We shouldn’t need new statistics to remind us that poverty is a dire and growing threat to community and individual well-being. We don’t need statistics to connect the dots about those we see living in homelessness, or our own coworkers’ concerns about their mortgage payments, or, even, our own fears about the precarious nature of our employment.

    But we can, and, indeed, we must, use the release of these new data on poverty and its shadow–the economic insecurity that is nearly ubiquitous in today’s economy–to dedicate ourselves anew to developing public policy structures and investments that harness our considerable powers to improve people’s lives, individually and in the aggregate.

    Because when the next set of poverty data is released, I want some surprises.

    Nonprofit Policy Forum: A peer-reviewed journal for geeks like me

    I know. It’s not every day that someone’s getting emotional about a peer-reviewed journal. I mean, who uses the term “peer-reviewed” in conversation, anyway?

    But, people.

    Put yourself in my shoes.

    This thing rocks.

    The Nonprofit Policy Forum is a pretty new journal, which, in today’s age of the declining significance of print media, is fairly significant itself.

    And its content is all available online, which is huge in the world of the peer-reviewed, since my former students find themselves abruptly excluded from academic literature as soon as their access to the university’s considerable subscription library expires.

    AND, it focuses on policy process and content, and how both affect and are affected by the nonprofit sector. In other words, giving greater official legitimacy to the study and practice of advocacy and policy change, by nonprofit organizations, as well as discussing emerging policy trends that impact how nonprofits operate.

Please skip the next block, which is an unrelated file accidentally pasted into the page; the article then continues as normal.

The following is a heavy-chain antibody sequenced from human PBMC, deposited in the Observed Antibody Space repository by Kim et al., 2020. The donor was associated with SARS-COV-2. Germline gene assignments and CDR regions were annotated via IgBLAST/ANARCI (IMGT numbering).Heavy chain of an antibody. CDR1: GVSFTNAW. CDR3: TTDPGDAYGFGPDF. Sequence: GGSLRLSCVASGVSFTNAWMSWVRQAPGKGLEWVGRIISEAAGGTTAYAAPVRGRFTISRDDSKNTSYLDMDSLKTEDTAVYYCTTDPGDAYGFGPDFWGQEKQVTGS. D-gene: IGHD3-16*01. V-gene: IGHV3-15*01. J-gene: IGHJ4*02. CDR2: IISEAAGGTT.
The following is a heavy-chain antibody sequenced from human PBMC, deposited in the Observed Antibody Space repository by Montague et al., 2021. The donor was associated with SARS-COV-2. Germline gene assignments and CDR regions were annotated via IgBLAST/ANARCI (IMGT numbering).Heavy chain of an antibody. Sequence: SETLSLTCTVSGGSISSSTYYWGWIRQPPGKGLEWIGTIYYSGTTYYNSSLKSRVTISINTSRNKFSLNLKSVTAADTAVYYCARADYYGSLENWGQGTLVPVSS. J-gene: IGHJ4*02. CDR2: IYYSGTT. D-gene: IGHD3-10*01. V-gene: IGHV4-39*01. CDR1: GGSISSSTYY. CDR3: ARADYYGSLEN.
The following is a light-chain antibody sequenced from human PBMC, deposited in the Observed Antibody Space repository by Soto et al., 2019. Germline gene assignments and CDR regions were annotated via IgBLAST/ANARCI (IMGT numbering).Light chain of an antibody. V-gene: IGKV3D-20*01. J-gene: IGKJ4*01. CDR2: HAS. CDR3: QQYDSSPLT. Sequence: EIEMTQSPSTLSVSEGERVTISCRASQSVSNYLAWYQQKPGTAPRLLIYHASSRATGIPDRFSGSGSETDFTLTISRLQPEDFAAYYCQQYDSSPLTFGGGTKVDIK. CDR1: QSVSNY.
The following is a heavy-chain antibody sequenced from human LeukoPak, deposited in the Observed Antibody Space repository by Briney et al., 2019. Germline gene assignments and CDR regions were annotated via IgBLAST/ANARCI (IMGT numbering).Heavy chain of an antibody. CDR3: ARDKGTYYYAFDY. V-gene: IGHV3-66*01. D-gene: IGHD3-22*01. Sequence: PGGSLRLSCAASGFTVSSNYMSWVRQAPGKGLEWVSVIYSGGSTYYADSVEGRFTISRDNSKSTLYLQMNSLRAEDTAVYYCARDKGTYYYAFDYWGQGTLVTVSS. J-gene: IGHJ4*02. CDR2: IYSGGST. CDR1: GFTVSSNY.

So, now you understand.

    In the first issue, which is the only journal I can remember ever reading in its entirety, is an article reporting that putting clients (here, “constituents”) on a nonprofit Board of Directors and increasing their participation in strategic decision-making significantly increases the intensity of the organization’s advocacy, just as receipt of government and foundation grants tends to decrease it.

    In other words: what we know to be true about the countervailing pressures that weigh on nonprofit organizations in the advocacy arena, confirmed empirically and actually citable. Oh, happy day!

    There’s also an interview with Ambassador Andrew Young, specifically discussing the effectiveness (and limitations thereof) nonprofit organizations in shaping policy and a conceptual paper outlining how foundations can approach their philanthropy with an eye towards transformation and systems change. And an article introducing the challenges related to the emergence of social businesses has particular relevance for social workers, who can struggle at times to find ways to practice ethically and effectively in these newer organizational models.

    I’m never one to pretend that academic journals make the world go ’round. Perhaps that’s part of why I’m so hard-pressed to find the time to submit to them?

    But, when sometimes I feel very much like an outlier in the world of academia, given my particular areas of interest, it is very affirming to find communities of like-minded souls, and to be able to turn to their ideas on which to build my own. The way that scholarship is supposed to work.

    Here’s to happy reading (and citing)!

    Dodging futility: USING Community Needs Assessments